• How and why I did a social media fasting

    The secret's out... I went to rehab.

    Sort of.

    Weeks ago, I did a social media fasting - no Facebook, Twitter and Instagram for 7 days.

    It wasn't too easy for someone who breathes social media. I used to be an impulsive Facebook user, sharing almost anything, checking about everything. Like most of you, I had a FoMO apprehension at some point - Fear of Missing Out.

    The first 2 attempts failed as I itched back too quickly in it again. Determined to do it, I uninstalled Facebook app and the messenger. For 7 days they don't exist. Discipline.

    The time spent lurking on the feeds don't help my ever growing to-do list. It has taken its toll on things I really want to do on and offline.

    A research found that users between 18 and 34 years old spend an average of 3.8 hours a day on social media. That's almost HALF A DAY's work!

    News feeds are filled with filtered moments of our lives; Temporary happiness - what everyone had for dinner, where they are traveling, OOTDs, their awe about the number of likes for their #IWokeUpLikeThis photos, new gadgets, striking quotations, rants about the government, their delayed salaries, #IfYouTypeAmen chain letters, how they seem to miss Kris Aquino or Mrs. West, etc.

    Everything vanity.

    By the time I wake up, or even before I tap that snooze alarm, I'm already consuming these not-so-important updates from everybody.  Unconsciously, time flies too quickly.

    The 7-day fasting is a kind of "cleansing" process to refocus a significant amount of time from social media into more important matters, and to rekindle real relationships.

    Have you noticed how Facebook spoils reunions? Meetups were more intimate before. Today, what else are we missing from our friends who share all their lives online? What else is left to talk about? Gossips, eh? 

    Why 7 days? I got the inspiration form the bible wherein the number seven implies completeness, perfection and wholeness in many stories.

    In 7 days, I missed a number of event invites, a couple of writing gigs, one group announcement and a bunch of sweet hi's and hello's. They are important. I don't delight missing them but I don't feel really bad. The hiatus didn't really stop the world. It won't.

     I also had news blackout from trolls and self-proclaimed (and irrational) political analysts.

    There are too much drama and too many divas not worth the attention. Relevance lost. I don't need the noise. A lot more things are more worthy of my time.

    I was able to refocus on many valuable things - spiritual growth among them. The world has become busier than ever that we don't find a genuine time to talk to Him and listen to what He says.  How's your faith today?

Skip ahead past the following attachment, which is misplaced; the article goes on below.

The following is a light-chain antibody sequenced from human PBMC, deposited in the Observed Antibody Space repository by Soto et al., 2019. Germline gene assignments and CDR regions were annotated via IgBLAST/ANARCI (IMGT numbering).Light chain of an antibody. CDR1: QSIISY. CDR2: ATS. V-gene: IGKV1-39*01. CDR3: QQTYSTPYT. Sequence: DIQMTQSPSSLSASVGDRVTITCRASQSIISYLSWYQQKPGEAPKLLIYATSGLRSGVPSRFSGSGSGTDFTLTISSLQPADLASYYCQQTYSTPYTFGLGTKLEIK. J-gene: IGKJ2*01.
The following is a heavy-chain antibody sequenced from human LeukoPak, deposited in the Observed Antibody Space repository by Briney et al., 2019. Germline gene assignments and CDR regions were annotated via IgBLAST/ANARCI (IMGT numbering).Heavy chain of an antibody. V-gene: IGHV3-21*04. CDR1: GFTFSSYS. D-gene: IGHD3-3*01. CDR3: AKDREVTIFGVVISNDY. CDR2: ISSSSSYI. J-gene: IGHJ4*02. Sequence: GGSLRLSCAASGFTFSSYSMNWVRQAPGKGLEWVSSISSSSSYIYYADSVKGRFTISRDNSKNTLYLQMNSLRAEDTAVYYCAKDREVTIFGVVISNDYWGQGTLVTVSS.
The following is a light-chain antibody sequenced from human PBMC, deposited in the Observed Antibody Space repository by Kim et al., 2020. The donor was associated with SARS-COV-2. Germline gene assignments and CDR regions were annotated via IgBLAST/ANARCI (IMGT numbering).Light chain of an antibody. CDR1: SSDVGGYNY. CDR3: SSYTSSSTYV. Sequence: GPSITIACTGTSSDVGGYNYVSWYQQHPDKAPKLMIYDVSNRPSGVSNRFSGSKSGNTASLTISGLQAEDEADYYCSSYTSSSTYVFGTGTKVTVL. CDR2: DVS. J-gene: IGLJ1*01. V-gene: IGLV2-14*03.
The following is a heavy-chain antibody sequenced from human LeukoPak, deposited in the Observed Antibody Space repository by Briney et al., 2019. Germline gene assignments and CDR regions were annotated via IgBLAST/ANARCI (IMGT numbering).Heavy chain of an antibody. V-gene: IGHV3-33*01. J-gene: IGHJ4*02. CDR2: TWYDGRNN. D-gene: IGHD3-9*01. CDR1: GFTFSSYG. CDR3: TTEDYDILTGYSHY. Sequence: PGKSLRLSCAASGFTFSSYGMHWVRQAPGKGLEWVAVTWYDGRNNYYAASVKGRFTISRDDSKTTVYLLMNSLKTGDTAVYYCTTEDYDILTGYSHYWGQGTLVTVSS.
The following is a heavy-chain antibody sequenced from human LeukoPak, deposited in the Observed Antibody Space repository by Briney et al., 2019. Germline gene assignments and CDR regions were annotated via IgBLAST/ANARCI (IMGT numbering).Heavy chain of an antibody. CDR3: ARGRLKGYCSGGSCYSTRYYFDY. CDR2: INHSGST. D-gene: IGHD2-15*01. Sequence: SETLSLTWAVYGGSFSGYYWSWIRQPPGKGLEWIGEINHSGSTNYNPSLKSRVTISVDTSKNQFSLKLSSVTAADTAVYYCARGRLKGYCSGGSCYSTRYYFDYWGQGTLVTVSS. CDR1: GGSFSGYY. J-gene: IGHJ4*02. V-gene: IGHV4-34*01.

Before, when I was idle like waiting at the parking lot or waiting for my wife to finish shopping or just standing on queue, I hold my phone and browse Facebook - to pass time.

    Those little scrolling, photo viewing,  and watching funny videos totals to quite significant amount of time.

    During the fasting, I committed to self-study. I aimed to increase my knowledge, understanding and wisdom on many areas I feel I was lacking of.  I started using other apps - one daily devotional to read, a journal to document my progress, and a fitness challenge app that only requires 5-8 minutes of my time daily.

    In my time off, I was able to do the following among others:

    • Reorganize and de-clutter my inbox. From 5,000+ unread messages to 0
    • Develop a 5-10 minute morning workout
    • Read 2 books and write a journal 
    • Finish work more efficiently
    • Wash the dishes one day a week :-)
    • Ponder on bigger and wiser plans ahead
    Best of all, these things are now habits.

    Now I'm using social media with a regulated approach. I have my defined time off, and "no-phone" zones. I did it little by little, slow and steady. I don't get sore thumbs for "SCROLLiosis" anymore.

    Social media is useful.  There are really thousands of valuable and quality content shared on our feeds everyday. It's a matter of filtering what we take in and how much we give time for it. It is our undisciplined and ungoverned usage that makes it unfavorable.

    Fasting helps. I was surprised to discover there's a lot more things I love to do in lieu of glancing at what everyone is doing.

    Today, I committed to lessen the tweet a bit, reduce more kilogram than Instagram, and yes, read a book before Facebook.

    And instead of WhatsApp, let's meet up. Shall we?
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    1. Funny how I was also thinking to do the same thing :) Good that it really worked well for you.

      1. After 3 attempts :-) Id like to know how yours will go Mauh